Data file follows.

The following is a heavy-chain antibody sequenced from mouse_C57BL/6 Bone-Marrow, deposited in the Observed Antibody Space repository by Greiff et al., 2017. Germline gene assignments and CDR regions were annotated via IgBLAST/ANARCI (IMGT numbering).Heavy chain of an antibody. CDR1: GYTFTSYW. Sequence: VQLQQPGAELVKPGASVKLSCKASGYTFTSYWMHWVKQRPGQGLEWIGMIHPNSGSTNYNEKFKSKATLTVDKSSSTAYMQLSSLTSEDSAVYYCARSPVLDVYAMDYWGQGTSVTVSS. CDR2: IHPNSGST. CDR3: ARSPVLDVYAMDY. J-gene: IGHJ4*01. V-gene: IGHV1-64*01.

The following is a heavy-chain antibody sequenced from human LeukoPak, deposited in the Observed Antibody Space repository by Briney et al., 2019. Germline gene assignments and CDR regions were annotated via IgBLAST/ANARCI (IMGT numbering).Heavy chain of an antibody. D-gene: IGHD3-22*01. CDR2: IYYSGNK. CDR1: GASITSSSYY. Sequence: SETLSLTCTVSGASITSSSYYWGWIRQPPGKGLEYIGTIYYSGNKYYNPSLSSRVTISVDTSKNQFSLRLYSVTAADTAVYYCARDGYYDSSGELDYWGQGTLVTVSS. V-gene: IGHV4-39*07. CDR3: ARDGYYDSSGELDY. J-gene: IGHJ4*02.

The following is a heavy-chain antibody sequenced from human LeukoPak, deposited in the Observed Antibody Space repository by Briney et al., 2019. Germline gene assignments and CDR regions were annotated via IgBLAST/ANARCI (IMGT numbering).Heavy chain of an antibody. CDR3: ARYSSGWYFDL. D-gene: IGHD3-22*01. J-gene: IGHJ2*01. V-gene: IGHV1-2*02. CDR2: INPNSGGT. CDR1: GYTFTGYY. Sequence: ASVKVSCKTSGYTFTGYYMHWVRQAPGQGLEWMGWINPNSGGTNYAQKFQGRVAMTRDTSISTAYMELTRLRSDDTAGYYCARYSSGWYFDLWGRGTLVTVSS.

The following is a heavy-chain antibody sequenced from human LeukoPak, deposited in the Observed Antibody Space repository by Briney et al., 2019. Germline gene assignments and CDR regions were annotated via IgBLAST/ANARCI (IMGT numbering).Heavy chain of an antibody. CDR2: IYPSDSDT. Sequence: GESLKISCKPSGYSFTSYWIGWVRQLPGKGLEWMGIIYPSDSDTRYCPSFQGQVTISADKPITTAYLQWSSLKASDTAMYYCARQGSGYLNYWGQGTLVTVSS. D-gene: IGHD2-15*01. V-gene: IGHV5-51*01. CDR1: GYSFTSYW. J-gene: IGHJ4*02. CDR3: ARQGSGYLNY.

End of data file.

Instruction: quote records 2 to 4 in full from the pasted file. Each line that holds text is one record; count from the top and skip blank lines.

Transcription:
The following is a heavy-chain antibody sequenced from human LeukoPak, deposited in the Observed Antibody Space repository by Briney et al., 2019. Germline gene assignments and CDR regions were annotated via IgBLAST/ANARCI (IMGT numbering).Heavy chain of an antibody. D-gene: IGHD3-22*01. CDR2: IYYSGNK. CDR1: GASITSSSYY. Sequence: SETLSLTCTVSGASITSSSYYWGWIRQPPGKGLEYIGTIYYSGNKYYNPSLSSRVTISVDTSKNQFSLRLYSVTAADTAVYYCARDGYYDSSGELDYWGQGTLVTVSS. V-gene: IGHV4-39*07. CDR3: ARDGYYDSSGELDY. J-gene: IGHJ4*02.

The following is a heavy-chain antibody sequenced from human LeukoPak, deposited in the Observed Antibody Space repository by Briney et al., 2019. Germline gene assignments and CDR regions were annotated via IgBLAST/ANARCI (IMGT numbering).Heavy chain of an antibody. CDR3: ARYSSGWYFDL. D-gene: IGHD3-22*01. J-gene: IGHJ2*01. V-gene: IGHV1-2*02. CDR2: INPNSGGT. CDR1: GYTFTGYY. Sequence: ASVKVSCKTSGYTFTGYYMHWVRQAPGQGLEWMGWINPNSGGTNYAQKFQGRVAMTRDTSISTAYMELTRLRSDDTAGYYCARYSSGWYFDLWGRGTLVTVSS.

The following is a heavy-chain antibody sequenced from human LeukoPak, deposited in the Observed Antibody Space repository by Briney et al., 2019. Germline gene assignments and CDR regions were annotated via IgBLAST/ANARCI (IMGT numbering).Heavy chain of an antibody. CDR2: IYPSDSDT. Sequence: GESLKISCKPSGYSFTSYWIGWVRQLPGKGLEWMGIIYPSDSDTRYCPSFQGQVTISADKPITTAYLQWSSLKASDTAMYYCARQGSGYLNYWGQGTLVTVSS. D-gene: IGHD2-15*01. V-gene: IGHV5-51*01. CDR1: GYSFTSYW. J-gene: IGHJ4*02. CDR3: ARQGSGYLNY.